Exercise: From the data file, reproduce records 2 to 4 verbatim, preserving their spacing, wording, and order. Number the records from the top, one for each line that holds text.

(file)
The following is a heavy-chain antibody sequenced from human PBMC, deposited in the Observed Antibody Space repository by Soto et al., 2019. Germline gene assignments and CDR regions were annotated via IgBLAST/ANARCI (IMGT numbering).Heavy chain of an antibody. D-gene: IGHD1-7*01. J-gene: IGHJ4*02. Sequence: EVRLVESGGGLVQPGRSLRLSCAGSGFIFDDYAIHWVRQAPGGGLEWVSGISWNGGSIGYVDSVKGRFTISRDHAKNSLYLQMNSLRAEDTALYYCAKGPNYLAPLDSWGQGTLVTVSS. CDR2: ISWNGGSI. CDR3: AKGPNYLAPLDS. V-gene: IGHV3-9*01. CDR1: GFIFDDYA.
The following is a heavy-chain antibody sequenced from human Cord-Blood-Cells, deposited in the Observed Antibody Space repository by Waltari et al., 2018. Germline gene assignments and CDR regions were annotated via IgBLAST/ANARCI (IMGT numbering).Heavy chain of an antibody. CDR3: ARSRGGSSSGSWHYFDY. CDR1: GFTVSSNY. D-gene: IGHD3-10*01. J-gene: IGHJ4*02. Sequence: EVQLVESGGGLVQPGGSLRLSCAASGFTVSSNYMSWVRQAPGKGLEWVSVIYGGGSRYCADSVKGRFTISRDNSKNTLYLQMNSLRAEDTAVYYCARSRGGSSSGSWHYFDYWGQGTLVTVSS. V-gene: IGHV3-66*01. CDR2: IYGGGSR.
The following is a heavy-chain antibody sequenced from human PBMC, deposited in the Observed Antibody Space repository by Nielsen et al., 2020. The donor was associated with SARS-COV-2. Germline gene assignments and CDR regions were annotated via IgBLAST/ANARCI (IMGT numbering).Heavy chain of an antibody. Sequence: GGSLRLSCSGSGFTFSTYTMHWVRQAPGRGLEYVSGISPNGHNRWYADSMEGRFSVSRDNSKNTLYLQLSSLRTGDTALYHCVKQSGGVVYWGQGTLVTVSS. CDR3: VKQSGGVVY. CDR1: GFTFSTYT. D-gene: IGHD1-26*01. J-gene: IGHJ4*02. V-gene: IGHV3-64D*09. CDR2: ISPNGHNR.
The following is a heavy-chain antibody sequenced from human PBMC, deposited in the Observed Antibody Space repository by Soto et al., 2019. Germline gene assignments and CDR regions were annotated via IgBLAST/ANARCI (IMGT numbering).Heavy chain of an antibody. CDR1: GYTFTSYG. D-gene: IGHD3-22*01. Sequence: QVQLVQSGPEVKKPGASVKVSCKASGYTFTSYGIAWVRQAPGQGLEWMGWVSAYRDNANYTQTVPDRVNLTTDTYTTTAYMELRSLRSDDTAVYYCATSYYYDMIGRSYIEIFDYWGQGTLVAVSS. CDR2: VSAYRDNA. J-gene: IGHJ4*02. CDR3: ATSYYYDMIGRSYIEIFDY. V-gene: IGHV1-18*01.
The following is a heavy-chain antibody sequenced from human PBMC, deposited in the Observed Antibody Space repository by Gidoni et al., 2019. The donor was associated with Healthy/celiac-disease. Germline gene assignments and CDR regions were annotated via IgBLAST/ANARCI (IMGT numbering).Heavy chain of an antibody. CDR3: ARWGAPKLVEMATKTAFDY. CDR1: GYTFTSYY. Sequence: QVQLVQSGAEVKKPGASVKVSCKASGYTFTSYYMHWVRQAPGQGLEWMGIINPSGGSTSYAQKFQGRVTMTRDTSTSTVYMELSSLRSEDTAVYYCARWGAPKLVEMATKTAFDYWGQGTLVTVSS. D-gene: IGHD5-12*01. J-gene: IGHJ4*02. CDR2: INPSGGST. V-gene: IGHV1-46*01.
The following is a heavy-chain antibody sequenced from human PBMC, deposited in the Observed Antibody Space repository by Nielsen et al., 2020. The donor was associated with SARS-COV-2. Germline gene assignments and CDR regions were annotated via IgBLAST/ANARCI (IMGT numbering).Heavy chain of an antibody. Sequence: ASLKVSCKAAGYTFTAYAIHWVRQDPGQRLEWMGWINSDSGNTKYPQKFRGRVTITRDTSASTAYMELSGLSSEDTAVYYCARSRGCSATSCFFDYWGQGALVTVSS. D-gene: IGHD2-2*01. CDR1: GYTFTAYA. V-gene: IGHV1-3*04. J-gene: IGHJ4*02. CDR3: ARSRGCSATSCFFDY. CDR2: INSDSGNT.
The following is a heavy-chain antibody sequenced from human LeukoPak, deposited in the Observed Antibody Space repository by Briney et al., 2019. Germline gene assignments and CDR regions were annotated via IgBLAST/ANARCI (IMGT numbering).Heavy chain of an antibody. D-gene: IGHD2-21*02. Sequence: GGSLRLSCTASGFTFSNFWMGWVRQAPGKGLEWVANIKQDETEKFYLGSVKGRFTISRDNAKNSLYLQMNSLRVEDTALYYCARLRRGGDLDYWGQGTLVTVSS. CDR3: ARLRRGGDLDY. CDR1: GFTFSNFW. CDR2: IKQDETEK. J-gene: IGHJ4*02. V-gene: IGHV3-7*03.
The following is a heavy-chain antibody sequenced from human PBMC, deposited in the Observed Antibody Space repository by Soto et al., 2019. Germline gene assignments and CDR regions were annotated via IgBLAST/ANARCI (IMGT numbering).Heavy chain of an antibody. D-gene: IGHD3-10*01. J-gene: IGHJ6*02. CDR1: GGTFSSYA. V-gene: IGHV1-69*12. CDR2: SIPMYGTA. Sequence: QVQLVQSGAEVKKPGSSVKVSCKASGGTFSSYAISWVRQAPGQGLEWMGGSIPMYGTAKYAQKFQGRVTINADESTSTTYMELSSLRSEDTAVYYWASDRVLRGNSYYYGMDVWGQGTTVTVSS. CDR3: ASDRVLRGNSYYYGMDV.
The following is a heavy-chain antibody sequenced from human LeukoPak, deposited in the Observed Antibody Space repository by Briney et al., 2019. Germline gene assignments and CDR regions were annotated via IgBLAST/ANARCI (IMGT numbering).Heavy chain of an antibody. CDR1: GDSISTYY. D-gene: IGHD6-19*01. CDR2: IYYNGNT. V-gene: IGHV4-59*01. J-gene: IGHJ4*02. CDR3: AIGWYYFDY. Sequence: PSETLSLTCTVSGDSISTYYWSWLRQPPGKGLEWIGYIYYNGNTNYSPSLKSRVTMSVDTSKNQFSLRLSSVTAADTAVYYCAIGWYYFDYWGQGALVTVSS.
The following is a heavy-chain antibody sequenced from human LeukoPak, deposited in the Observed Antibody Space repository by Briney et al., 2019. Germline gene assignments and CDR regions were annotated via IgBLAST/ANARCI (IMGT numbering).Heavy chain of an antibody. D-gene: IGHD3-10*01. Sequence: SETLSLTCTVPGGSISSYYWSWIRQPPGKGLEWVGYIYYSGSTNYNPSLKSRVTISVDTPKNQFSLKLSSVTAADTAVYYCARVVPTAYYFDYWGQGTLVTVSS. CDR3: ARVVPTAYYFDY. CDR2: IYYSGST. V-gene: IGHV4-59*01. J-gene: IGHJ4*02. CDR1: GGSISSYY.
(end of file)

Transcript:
The following is a heavy-chain antibody sequenced from human Cord-Blood-Cells, deposited in the Observed Antibody Space repository by Waltari et al., 2018. Germline gene assignments and CDR regions were annotated via IgBLAST/ANARCI (IMGT numbering).Heavy chain of an antibody. CDR3: ARSRGGSSSGSWHYFDY. CDR1: GFTVSSNY. D-gene: IGHD3-10*01. J-gene: IGHJ4*02. Sequence: EVQLVESGGGLVQPGGSLRLSCAASGFTVSSNYMSWVRQAPGKGLEWVSVIYGGGSRYCADSVKGRFTISRDNSKNTLYLQMNSLRAEDTAVYYCARSRGGSSSGSWHYFDYWGQGTLVTVSS. V-gene: IGHV3-66*01. CDR2: IYGGGSR.
The following is a heavy-chain antibody sequenced from human PBMC, deposited in the Observed Antibody Space repository by Nielsen et al., 2020. The donor was associated with SARS-COV-2. Germline gene assignments and CDR regions were annotated via IgBLAST/ANARCI (IMGT numbering).Heavy chain of an antibody. Sequence: GGSLRLSCSGSGFTFSTYTMHWVRQAPGRGLEYVSGISPNGHNRWYADSMEGRFSVSRDNSKNTLYLQLSSLRTGDTALYHCVKQSGGVVYWGQGTLVTVSS. CDR3: VKQSGGVVY. CDR1: GFTFSTYT. D-gene: IGHD1-26*01. J-gene: IGHJ4*02. V-gene: IGHV3-64D*09. CDR2: ISPNGHNR.
The following is a heavy-chain antibody sequenced from human PBMC, deposited in the Observed Antibody Space repository by Soto et al., 2019. Germline gene assignments and CDR regions were annotated via IgBLAST/ANARCI (IMGT numbering).Heavy chain of an antibody. CDR1: GYTFTSYG. D-gene: IGHD3-22*01. Sequence: QVQLVQSGPEVKKPGASVKVSCKASGYTFTSYGIAWVRQAPGQGLEWMGWVSAYRDNANYTQTVPDRVNLTTDTYTTTAYMELRSLRSDDTAVYYCATSYYYDMIGRSYIEIFDYWGQGTLVAVSS. CDR2: VSAYRDNA. J-gene: IGHJ4*02. CDR3: ATSYYYDMIGRSYIEIFDY. V-gene: IGHV1-18*01.